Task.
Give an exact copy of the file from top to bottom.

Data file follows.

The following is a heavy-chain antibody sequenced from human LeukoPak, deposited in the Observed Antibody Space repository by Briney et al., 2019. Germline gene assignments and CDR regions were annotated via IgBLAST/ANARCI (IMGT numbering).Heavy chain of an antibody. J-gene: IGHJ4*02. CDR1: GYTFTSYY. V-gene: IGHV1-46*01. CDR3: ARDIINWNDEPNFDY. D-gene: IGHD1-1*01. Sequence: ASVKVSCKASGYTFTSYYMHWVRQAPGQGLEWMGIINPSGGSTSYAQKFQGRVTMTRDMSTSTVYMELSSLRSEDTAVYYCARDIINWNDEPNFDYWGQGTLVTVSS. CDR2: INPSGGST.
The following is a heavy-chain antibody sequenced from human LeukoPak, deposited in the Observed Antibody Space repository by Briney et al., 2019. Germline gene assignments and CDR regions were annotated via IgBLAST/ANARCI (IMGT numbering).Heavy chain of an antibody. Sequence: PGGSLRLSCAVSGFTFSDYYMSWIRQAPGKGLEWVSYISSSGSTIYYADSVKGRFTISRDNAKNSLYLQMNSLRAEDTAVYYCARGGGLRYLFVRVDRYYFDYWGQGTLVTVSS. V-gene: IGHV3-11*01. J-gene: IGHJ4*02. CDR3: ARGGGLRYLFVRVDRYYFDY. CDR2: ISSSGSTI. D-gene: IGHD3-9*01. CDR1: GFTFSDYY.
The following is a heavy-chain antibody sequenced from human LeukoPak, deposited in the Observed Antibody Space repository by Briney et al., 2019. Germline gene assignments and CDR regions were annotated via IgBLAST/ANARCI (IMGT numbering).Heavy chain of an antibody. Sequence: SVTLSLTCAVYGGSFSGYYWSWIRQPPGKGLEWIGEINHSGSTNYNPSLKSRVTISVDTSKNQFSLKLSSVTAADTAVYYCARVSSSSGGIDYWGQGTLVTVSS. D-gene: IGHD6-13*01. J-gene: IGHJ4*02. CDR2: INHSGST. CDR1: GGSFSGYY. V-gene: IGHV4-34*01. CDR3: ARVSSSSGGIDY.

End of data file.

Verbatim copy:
The following is a heavy-chain antibody sequenced from human LeukoPak, deposited in the Observed Antibody Space repository by Briney et al., 2019. Germline gene assignments and CDR regions were annotated via IgBLAST/ANARCI (IMGT numbering).Heavy chain of an antibody. J-gene: IGHJ4*02. CDR1: GYTFTSYY. V-gene: IGHV1-46*01. CDR3: ARDIINWNDEPNFDY. D-gene: IGHD1-1*01. Sequence: ASVKVSCKASGYTFTSYYMHWVRQAPGQGLEWMGIINPSGGSTSYAQKFQGRVTMTRDMSTSTVYMELSSLRSEDTAVYYCARDIINWNDEPNFDYWGQGTLVTVSS. CDR2: INPSGGST.
The following is a heavy-chain antibody sequenced from human LeukoPak, deposited in the Observed Antibody Space repository by Briney et al., 2019. Germline gene assignments and CDR regions were annotated via IgBLAST/ANARCI (IMGT numbering).Heavy chain of an antibody. Sequence: PGGSLRLSCAVSGFTFSDYYMSWIRQAPGKGLEWVSYISSSGSTIYYADSVKGRFTISRDNAKNSLYLQMNSLRAEDTAVYYCARGGGLRYLFVRVDRYYFDYWGQGTLVTVSS. V-gene: IGHV3-11*01. J-gene: IGHJ4*02. CDR3: ARGGGLRYLFVRVDRYYFDY. CDR2: ISSSGSTI. D-gene: IGHD3-9*01. CDR1: GFTFSDYY.
The following is a heavy-chain antibody sequenced from human LeukoPak, deposited in the Observed Antibody Space repository by Briney et al., 2019. Germline gene assignments and CDR regions were annotated via IgBLAST/ANARCI (IMGT numbering).Heavy chain of an antibody. Sequence: SVTLSLTCAVYGGSFSGYYWSWIRQPPGKGLEWIGEINHSGSTNYNPSLKSRVTISVDTSKNQFSLKLSSVTAADTAVYYCARVSSSSGGIDYWGQGTLVTVSS. D-gene: IGHD6-13*01. J-gene: IGHJ4*02. CDR2: INHSGST. CDR1: GGSFSGYY. V-gene: IGHV4-34*01. CDR3: ARVSSSSGGIDY.